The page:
The Commission nationale de l’informatique et des libertés (CNIL), an independent French administrative regulatory body charged with ensuring that data privacy law is applied to the collection, storage, and use of personal data, has published a first-of-its-kind guidance to for the implementation of GDPR requirement into blockchain development.

The CNIL is one of the first authorities to officially address the challenges raised by blockchains in terms of compliance with human rights and fundamental freedoms.

The CNIL notes that blockchains can take different shapes and that the choices made by data controllers (between a permissioned blockchain and a public blockchain, between different formats for recording data on blocks, etc.) can have a significant impact, both positively and negatively, on risks to individuals’ rights and freedoms.

Although all blockchain projects do not involve personal data processing, in practice, many uses of this technology require the manipulation of such data, both in terms of content and of information related to participants.

When a blockchain contains personal data, the GDPR is applicable. The architecture and characteristics specific to blockchains will, however, have consequences on how personal data is stored and processed. The impact of blockchains on individual rights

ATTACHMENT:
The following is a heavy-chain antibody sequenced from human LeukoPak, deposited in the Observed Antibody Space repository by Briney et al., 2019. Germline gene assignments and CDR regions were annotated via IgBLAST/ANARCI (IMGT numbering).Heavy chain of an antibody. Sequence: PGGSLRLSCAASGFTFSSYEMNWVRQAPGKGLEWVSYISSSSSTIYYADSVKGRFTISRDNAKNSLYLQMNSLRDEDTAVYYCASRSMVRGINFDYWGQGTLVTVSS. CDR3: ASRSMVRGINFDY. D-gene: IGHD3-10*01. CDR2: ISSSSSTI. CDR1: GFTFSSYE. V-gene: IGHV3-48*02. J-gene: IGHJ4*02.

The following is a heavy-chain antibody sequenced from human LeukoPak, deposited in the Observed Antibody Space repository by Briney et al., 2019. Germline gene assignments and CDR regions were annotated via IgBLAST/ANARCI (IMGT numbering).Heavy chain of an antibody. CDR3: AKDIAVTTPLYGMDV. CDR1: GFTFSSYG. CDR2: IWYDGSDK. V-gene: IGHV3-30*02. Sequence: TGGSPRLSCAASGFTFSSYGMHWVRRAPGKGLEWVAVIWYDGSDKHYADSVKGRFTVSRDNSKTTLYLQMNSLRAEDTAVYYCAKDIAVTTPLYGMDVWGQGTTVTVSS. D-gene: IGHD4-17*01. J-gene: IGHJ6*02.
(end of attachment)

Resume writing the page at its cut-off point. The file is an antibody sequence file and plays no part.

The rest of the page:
A blockchain can contain two categories of personal data:

  • participants’ and miners’ identifiers: each participant/miner has a public key, ensuring identification of the issuer and receiver of a transaction;
  • additional data contained “within” a transaction (e.g.: diploma, property deed). If such data concerns natural persons, possibly other than the participants, who may be directly or indirectly identified, such data is considered personal data.

Using this distinction, the usual GDPR analysis applies: identification of the data controller, enforcement of rights, implementation of appropriate safeguards, security obligations, and so on.

CNIL said it also intends to contact other national regulators to establish a foundation for inter-regulation that will allow the stakeholders involved to better understand the various regulations applicable to blockchains.